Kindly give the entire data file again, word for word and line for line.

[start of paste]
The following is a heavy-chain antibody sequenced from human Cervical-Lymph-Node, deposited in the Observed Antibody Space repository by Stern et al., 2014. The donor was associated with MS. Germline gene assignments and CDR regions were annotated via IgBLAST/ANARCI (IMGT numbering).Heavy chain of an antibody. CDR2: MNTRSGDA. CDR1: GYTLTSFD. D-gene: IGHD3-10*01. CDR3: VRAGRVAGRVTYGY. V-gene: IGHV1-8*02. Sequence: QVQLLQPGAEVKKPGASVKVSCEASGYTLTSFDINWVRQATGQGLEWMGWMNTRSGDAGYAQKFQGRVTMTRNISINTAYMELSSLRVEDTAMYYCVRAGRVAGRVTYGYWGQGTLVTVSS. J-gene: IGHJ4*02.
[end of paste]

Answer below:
The following is a heavy-chain antibody sequenced from human Cervical-Lymph-Node, deposited in the Observed Antibody Space repository by Stern et al., 2014. The donor was associated with MS. Germline gene assignments and CDR regions were annotated via IgBLAST/ANARCI (IMGT numbering).Heavy chain of an antibody. CDR2: MNTRSGDA. CDR1: GYTLTSFD. D-gene: IGHD3-10*01. CDR3: VRAGRVAGRVTYGY. V-gene: IGHV1-8*02. Sequence: QVQLLQPGAEVKKPGASVKVSCEASGYTLTSFDINWVRQATGQGLEWMGWMNTRSGDAGYAQKFQGRVTMTRNISINTAYMELSSLRVEDTAMYYCVRAGRVAGRVTYGYWGQGTLVTVSS. J-gene: IGHJ4*02.